I do the same as the way Matthew suggested. In this case, you can keep the original tabular dataset with XY coordinates as a record... then just use the snapping to the points in the point layer... (I personally like the snapping environment in ArcGIS while editting :) ) If the boundary box is one... this is not a bad idea at all :) If you have a lot of box you have to make using known point coordinates... Python would be very powerful and efficient .

- Kay

#7
Unit Seven

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Do a search for the ARD Toolbar. This has a tool called the MapExtents Tool and draws a rectangle to the current layout frame into a Map Extent shp file with your desired map name, frame rotation, and scale. This allows you to add more rectangles (map extents) to th eshapefile with the press of a button.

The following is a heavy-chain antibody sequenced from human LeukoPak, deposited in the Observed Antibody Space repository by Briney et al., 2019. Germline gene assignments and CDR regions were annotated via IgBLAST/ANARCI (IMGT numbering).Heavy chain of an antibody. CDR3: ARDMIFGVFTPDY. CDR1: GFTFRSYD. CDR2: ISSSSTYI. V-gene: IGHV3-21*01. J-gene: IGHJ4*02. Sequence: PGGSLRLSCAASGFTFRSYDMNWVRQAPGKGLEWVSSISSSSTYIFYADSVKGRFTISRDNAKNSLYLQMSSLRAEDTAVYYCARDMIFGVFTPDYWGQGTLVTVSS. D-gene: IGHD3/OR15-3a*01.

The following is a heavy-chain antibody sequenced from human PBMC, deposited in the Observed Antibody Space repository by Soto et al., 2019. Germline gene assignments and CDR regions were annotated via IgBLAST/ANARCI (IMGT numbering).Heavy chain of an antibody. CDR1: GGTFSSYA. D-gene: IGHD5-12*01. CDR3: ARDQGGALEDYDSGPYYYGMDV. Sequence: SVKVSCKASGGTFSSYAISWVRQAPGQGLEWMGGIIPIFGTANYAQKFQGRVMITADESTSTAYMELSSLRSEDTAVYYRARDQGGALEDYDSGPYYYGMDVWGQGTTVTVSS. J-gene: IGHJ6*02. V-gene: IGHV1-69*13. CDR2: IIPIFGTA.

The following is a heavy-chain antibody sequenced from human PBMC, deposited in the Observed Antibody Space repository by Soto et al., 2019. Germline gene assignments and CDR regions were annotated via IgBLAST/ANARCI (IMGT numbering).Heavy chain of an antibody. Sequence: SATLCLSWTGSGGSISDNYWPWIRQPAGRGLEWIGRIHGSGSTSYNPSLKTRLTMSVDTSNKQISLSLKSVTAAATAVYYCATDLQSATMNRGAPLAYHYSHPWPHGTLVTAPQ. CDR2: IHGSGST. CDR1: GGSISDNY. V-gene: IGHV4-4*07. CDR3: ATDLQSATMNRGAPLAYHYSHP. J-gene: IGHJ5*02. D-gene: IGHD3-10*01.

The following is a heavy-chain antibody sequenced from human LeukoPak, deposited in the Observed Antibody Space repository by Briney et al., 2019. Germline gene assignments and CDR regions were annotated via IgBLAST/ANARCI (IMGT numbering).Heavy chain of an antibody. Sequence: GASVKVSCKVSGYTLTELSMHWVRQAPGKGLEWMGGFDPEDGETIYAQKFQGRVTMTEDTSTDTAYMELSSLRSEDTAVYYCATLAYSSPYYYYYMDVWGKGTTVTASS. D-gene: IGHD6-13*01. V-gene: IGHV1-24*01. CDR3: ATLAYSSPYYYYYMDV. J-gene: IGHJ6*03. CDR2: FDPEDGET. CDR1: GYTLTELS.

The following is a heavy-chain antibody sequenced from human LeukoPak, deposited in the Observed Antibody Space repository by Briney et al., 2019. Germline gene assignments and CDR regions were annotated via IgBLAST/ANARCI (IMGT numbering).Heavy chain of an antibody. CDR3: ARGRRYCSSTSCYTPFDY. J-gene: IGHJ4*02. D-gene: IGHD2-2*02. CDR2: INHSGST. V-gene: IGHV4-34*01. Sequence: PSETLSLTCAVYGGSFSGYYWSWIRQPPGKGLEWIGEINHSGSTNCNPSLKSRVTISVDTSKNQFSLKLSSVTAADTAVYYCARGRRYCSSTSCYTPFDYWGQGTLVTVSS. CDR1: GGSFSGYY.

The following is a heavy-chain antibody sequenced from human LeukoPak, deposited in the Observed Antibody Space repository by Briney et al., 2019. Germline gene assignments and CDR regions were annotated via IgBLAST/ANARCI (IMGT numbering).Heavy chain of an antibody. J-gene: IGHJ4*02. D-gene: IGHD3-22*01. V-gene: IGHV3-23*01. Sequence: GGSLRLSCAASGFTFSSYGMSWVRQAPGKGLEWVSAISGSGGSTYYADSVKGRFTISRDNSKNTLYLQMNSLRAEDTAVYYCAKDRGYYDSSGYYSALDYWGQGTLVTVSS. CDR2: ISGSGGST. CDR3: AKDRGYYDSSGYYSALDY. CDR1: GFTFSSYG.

Is a great tool for creating Mapbook DS layouts that are a bit more flexable than the map grid tools in Mapbook DS as you can pan and zoom around and just hit create extent and get all that needed to drive Mapbook DS.

The great thing is you can choose to make new shp file from within the tool so no jumping out to catalog etc.

My only gripe is that it only works with page units set to inches but that's less of an issue for all you statesiders.
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#8
ProMapper

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Well, I find Global Mapper to be the easiest to create a new box kind of shp file. If you want a rectangle (or a square) area or line, you can just key in the the two diagonally opposite co-ordinates and that's just about it.

However if one needs a polygon, then just click the same number of vertices that you want in the polygon in the drawing area of the Global Mapper, save it as an xyz file, open the xyz file in the notepad and replace those points with the long lat of the vertices that you want. Well, the approach is suitable say upto ten odd vertices or may be more for the highly patient and diligent type.